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Review: Forge Horizons, by Michael Elliott

Forge Horizons is a supplement for the Ironsworn: Starforged role-playing game. It is a bundle containing three distinct expansions:

Personally, all three aspects were what pulled me to buy this product. Especially the first and the second were something I was already having on my mind when I accidentally stumbled upon Forge Horizons.

Episodic gameplay

The first section of the book introduces a simple set of rules on how to start and stop playing Starforged with reduced hassle and overhead. To me personally, this is the most important and valuable part of this document. It cuts away a heavy feeling of burden, anxiety and obligation I was having when I first tried playing vanilla Starforged.

Forge Horizons describes how to jumpstart a session of the game having completed only the Character creation phase, skipping the overhead of picking the World Truths, of building a starting Sector, and even of defining the Background Vow. Instead, it provides a few simple oracles for quickly setting up the stage with a randomized inciting incident. You get some location backdrop, a bunch of actors, and a way to spark some interaction growing between them. This part makes a great use of references to the core Starforged oracles where appropriate.

Finally, having this setup be called episodic adventures puts me in a frame of mind where I find it easier to allow myself wilful discontinuity in gameplay. It makes me think of classic science fiction shows like Star Trek, X-Files, etc. - in how their episodes were small and loosely connected. This gives me mental license to not worry about the burden of consequences of decisions my character makes in the game. Because - I can always just decide to “end the episode” when I’ve had enough! The curtain falls down, credits roll. And nobody says the next episode has to start immediately afterwards; to the contrary! The rules give us a brand new location, a brand new set of actors, a brand new inciting incident. Our Hero is still alive - so they probably somehow resolved their issues from the end of the last episode. How did they do that? Who knows! They’re a Hero after all - they have their heroic ways! Maybe we’ll learn a bit later, get a peek behind the veil - or maybe not! For now, we’re totally fine to keep it under a convenient shroud of understatement.


The second section of Forge Horizons provides a set of oracles for populous city-planets. In my eyes, this helps to make the world of Starforged feel bigger, and more evocative of the worlds of Star Wars and similar fiction. The rules for constructing an “ecumenopolis” trigger when, while rolling for a normal planet, a double is rolled (a “match”).

The oracles for a megacity form a functional set/sequence, in a similar fashion as the ones for a normal planet in base Starforged. I haven’t used them yet myself; after initial glance, they look interesting, though on the other hand, I feel like they could be slightly richer and bigger. Also, I’d love if there was some gentle, evocative guidance on how to actually dive deeper into such cities. Even a megalopolis will never be completely uniform, with a variety of very different zones and societies. Maybe there could be a way to somehow shoehorn the Settlement oracles from base Starforged to help define areas in an “ecumenopolis”? Just in case, should I find out I need a bit more, I can always try pulling some extra oomph from the free book of “Stars Without Number”. Worst case, the rules for “ecumenopolis” should work as a really nice mechanism for smoothly grafting small bits of material from that resource into Starforged.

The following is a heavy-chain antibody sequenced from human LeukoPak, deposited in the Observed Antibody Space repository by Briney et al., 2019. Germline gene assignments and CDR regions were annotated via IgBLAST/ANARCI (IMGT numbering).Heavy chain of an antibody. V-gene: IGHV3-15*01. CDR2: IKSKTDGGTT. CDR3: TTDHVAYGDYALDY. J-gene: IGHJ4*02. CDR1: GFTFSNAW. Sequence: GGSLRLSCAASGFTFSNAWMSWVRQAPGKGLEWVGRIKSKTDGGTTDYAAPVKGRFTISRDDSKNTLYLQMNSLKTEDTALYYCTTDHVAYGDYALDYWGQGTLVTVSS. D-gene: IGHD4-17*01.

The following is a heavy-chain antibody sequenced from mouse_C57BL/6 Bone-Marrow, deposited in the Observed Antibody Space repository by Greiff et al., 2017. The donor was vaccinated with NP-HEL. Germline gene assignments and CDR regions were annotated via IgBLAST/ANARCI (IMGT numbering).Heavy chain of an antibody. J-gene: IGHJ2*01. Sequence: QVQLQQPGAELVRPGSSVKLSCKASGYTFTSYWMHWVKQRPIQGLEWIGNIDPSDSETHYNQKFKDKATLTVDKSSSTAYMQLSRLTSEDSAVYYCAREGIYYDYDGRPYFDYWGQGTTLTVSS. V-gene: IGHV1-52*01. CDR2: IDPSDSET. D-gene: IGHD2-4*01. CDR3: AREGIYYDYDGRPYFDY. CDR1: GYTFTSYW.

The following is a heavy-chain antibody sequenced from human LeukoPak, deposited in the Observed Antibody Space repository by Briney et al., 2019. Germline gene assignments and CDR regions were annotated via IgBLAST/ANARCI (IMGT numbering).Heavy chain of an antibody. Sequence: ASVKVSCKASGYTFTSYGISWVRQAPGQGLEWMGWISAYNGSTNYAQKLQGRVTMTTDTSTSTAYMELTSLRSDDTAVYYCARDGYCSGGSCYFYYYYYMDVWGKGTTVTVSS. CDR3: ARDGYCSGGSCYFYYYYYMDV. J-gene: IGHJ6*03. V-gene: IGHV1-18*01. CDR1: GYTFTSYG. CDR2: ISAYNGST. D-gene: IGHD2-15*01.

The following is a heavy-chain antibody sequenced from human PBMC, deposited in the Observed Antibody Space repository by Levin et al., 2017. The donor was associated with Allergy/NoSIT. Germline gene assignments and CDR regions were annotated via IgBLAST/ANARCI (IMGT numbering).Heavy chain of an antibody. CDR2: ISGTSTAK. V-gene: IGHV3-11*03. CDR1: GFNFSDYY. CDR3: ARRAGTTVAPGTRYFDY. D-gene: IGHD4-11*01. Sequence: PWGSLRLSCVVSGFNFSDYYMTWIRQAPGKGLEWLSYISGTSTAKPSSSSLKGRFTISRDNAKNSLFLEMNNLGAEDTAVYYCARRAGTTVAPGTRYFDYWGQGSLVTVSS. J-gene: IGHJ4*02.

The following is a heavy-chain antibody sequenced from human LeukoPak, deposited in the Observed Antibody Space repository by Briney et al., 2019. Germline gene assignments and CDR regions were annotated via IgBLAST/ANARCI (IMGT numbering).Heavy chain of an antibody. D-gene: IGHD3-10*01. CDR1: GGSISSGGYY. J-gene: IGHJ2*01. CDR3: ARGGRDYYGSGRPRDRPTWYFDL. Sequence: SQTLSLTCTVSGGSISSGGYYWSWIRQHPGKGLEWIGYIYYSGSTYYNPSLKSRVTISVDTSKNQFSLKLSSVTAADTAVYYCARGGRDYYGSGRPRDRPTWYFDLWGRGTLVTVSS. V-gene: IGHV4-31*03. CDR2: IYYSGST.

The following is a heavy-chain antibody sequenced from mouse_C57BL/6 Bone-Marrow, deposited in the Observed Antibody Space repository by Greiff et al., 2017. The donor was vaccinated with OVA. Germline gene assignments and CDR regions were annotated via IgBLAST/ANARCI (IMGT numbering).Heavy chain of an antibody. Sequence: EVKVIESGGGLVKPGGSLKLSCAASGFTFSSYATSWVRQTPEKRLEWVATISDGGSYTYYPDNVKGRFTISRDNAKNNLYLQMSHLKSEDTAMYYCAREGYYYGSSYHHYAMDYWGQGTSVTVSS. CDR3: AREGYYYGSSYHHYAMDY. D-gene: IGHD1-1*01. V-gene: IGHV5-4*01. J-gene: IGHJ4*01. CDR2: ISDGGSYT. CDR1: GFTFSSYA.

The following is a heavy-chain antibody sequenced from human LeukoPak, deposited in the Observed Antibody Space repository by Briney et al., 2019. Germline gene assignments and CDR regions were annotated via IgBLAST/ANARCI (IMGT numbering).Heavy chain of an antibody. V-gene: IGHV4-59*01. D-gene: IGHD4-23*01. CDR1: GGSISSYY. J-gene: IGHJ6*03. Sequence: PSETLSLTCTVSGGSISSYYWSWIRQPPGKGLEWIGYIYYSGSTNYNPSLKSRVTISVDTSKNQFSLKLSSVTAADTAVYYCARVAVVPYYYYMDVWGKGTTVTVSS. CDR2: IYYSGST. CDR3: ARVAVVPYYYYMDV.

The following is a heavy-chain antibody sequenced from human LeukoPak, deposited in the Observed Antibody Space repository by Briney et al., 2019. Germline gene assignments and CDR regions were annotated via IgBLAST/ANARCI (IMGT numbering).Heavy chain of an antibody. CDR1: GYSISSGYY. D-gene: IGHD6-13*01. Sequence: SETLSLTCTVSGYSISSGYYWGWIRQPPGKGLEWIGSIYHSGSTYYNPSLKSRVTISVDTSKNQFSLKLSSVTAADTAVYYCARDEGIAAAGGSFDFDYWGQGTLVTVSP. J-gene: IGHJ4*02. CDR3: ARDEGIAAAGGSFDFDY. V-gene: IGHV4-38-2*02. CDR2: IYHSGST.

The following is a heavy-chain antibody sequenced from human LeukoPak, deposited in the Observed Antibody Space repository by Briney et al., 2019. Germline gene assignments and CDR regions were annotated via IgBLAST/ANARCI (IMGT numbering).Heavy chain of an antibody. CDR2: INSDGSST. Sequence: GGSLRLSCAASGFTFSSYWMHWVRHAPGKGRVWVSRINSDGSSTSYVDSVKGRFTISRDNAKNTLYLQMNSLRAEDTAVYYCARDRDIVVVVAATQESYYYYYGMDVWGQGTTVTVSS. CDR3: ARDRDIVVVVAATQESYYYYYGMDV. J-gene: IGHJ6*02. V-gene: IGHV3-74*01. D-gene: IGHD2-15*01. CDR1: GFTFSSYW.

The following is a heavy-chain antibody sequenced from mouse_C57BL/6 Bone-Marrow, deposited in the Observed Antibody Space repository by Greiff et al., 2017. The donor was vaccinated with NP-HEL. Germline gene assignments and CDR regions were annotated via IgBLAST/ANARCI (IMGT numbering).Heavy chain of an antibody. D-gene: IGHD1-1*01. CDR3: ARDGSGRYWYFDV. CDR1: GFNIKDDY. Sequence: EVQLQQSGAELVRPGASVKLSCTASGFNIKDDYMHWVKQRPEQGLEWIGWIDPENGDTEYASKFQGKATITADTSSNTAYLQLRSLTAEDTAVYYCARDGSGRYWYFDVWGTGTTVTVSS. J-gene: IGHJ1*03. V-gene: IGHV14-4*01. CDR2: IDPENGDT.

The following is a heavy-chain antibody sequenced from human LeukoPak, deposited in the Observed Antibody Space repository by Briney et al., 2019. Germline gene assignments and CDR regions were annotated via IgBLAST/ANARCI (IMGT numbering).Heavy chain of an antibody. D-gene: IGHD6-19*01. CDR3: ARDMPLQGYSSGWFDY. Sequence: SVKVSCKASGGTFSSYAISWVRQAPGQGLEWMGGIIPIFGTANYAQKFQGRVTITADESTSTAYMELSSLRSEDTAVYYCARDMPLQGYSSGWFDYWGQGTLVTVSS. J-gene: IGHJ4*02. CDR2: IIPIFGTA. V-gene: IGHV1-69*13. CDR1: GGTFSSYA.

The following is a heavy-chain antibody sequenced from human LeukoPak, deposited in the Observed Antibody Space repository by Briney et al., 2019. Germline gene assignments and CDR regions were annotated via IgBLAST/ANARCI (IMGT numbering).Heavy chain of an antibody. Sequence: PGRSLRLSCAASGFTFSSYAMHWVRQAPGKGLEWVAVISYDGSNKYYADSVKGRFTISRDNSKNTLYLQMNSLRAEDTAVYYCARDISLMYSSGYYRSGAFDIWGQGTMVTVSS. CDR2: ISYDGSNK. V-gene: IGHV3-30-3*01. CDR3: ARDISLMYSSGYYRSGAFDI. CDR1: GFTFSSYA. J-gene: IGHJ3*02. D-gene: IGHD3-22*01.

Machines, Horrors, and Precursors

The final section of the book is currently the one that seems somewhat disappointing to me personally. This opinion may change for the better in the future if I try to actually use them: the oracles are actually quite rich, big, and interesting. The one thing I personally found a big let-down, is that the “supernatural horrors” are assumed to be humanoid. I’m a huge fan of the lovecraftian style of horror (a.k.a. “cosmic horror”), where the scary is otherworldly, alien, wildly unfamiliar, and often humongous in scale. To me, this feels especially fitting for space adventures, where the protagonist often encounters cosmic-scale objects - planets, nebulae, stars, galaxies - and the vastness of space is their “normal”. In such a setting, I’d love to be helped to generate some weird monsters of “unspeakable” scale, shape, and composition. Making all “supernatural horrors” be only mutated humans feels strangely limiting, reminding me somewhat of slapstick, B-grade movies. Especially if both the Machines and Precursors oracles in the book actually do include much more varied sizes and forms. The one thought I’m having at this stage, is that I could try mixing the Creatures oracles from Starforged with some bits and pieces from the Horrors oracles in Forge Horizons - the “Supernatural powers” one seems to me the most universal and inspiring in this area.


Overall, I heartily recommend the Forge Horizons supplement. The Episodic Adventures rules it introduces are simple and transformative to my personal experience with Starforged. The “Ecumenopolis” mechanics are something I look forward to play with in the future, and maybe further tweak on my own. The final set of creature oracles is not something I am currently especially excited about personally, but the whole book is already amazing and well worth the price for me even when not considering them at all.

(Buy Forge Horizons on: itch.io, drivethrurpg.)

🌿 budding — contents of this article got classified among maturing works that I have spent considerable time and energy cultivating but have not finished. They are teenagers who have outgrown their seedling status and may someday grow into ripe.
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